17

I've had a look around, but couldn't find anything.

Basically I was wondering if it was possible to use getpass.getpass() with argparse.

At the moment I have the following as a work around, I was just wondering if there was a better way:

import argparse
import getpass

parser = argparse.ArgumentParser(description="Some description")
parser.add_argument('-p', metavar="password", default="foobarblah123", help="password for user (default to prompt user)")
...
parsed_args = parser.parse_args()
args = vars(parsed_args)
user_pass = args['p']
if user_pass == "foobarblah123":
  user_pass = getpass.getpass()

I'm pretty sure this is not the best way to handle this, however, there is a requirement to have a command line option for the password ... best practice or not.

Thanks.

3
  • Every other command line tool I've used will ask for a password separately if it's needed, to avoid exactly this problem. Where has this "requirement" come from?
    – jonrsharpe
    Jan 13, 2015 at 12:02
  • It's to allow for automation, and guys want the ability to run it ad-hoc, and have it automated. The username/password is used for an API of another system, which has it's own set of user permissions based off of AD. There may be a better way to allow both.
    – MHibbin
    Jan 13, 2015 at 12:04
  • 1
    Can't they automate it even if you don't support it as a command line argument? Ex. They could pipe the password into stdin.
    – Kevin
    Jan 13, 2015 at 12:07

6 Answers 6

19

I think I might have found a nicer way to do it. How about using a custom Action like this:

import argparse
import getpass

class PasswordPromptAction(argparse.Action):
    def __init__(self,
             option_strings,
             dest=None,
             nargs=0,
             default=None,
             required=False,
             type=None,
             metavar=None,
             help=None):
        super(PasswordPromptAction, self).__init__(
             option_strings=option_strings,
             dest=dest,
             nargs=nargs,
             default=default,
             required=required,
             metavar=metavar,
             type=type,
             help=help)

    def __call__(self, parser, args, values, option_string=None):
        password = getpass.getpass()
        setattr(args, self.dest, password)

parser.add_argument('-u', dest='user', type=str, required=True)
parser.add_argument('-p', dest='password', action=PasswordPromptAction, type=str, required=True)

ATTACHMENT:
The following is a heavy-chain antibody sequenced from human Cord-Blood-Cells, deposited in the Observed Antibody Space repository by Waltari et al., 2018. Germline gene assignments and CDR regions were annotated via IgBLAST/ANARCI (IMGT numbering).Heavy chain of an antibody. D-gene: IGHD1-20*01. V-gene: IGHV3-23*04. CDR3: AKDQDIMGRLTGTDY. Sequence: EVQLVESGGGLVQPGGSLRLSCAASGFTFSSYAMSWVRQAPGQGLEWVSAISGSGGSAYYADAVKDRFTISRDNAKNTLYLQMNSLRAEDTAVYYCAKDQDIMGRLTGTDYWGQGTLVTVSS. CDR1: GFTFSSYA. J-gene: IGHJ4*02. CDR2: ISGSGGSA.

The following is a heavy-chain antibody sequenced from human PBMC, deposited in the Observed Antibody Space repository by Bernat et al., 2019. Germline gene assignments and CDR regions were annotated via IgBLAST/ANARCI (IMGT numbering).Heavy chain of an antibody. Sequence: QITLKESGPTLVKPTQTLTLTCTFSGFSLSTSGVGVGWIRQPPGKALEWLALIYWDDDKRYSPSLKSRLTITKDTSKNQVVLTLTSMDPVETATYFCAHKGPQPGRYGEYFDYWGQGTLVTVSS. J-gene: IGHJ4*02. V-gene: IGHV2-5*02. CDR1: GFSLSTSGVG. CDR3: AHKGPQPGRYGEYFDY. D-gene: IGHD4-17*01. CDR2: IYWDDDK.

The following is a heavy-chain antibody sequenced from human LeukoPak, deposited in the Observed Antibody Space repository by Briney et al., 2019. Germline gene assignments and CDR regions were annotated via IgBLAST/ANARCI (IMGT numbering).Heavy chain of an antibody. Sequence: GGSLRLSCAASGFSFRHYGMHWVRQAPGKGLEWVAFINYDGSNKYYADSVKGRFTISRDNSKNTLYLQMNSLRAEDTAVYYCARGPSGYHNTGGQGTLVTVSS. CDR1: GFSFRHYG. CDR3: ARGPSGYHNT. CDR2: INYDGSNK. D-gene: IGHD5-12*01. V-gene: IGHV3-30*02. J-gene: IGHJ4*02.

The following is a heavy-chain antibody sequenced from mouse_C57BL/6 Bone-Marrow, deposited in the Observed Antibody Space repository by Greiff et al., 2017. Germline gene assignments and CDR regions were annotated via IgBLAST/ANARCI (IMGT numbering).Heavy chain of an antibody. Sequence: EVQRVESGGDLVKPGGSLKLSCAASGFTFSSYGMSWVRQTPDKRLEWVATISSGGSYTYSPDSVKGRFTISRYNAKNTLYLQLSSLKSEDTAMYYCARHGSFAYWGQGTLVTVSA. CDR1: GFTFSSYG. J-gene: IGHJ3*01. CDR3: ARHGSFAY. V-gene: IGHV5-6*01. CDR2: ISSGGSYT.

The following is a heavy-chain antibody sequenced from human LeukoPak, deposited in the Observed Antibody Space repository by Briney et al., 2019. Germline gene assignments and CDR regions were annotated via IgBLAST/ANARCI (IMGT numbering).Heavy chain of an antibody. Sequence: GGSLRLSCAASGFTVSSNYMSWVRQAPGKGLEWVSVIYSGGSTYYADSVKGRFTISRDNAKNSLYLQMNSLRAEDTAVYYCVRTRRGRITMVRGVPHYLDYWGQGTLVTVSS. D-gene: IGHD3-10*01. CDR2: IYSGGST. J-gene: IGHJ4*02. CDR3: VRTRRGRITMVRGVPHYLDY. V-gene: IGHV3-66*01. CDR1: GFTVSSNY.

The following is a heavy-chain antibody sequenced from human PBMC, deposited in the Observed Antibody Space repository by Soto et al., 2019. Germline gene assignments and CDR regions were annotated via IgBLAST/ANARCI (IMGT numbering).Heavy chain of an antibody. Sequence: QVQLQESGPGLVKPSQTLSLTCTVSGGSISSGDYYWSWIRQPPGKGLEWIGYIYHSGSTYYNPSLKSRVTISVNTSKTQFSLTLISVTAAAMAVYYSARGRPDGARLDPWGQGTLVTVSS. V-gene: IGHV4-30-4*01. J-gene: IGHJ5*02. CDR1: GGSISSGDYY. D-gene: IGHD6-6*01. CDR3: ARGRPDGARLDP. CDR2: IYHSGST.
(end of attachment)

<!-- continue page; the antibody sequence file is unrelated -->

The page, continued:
args = parser.parse_args()
3
  • 2
    I don't think that constructor is necessary here. Despite that this a great solution, thank you! Jul 25, 2016 at 12:01
  • 1
    The constructor is absolutely necessary! You can have a try without it. @Ildar Musin
    – Robert
    Aug 30, 2018 at 8:29
  • yep. It is necessary because you want to have nargs=0 (no arguments required for passwords) by default. Jul 18, 2019 at 2:55
12

After looking around and not finding a sufficient solution. Here is what I came up with.

from argparse import ArgumentParser
from getpass import getpass

def main():
    parser = ArgumentParser(description="arg parser hidden password input.")
    parser.add_argument('-sp', '--secure_password', action='store_true', dest='password', 
                        help='hidden password prompt')
    args=parser.parse_args()

    if args.password:
        password = getpass()

    print(password)

if __name__ == "__main__":
    main()

Obviously you would want to remove print(password), this is just added to verify it works.

8

Here's what I came up with for prompting for a password that's pretty minimal (Python 3 code):

import argparse
import getpass


class Password:

    DEFAULT = 'Prompt if not specified'

    def __init__(self, value):
        if value == self.DEFAULT:
            value = getpass.getpass('LDAP Password: ')
        self.value = value

    def __str__(self):
        return self.value


parser = argparse.ArgumentParser(
    formatter_class=argparse.ArgumentDefaultsHelpFormatter)
parser.add_argument('-u', '--username', help='Specify username',
    default=getpass.getuser())
parser.add_argument('-p', '--password', type=Password, help='Specify password',
    default=Password.DEFAULT)
args = parser.parse_args()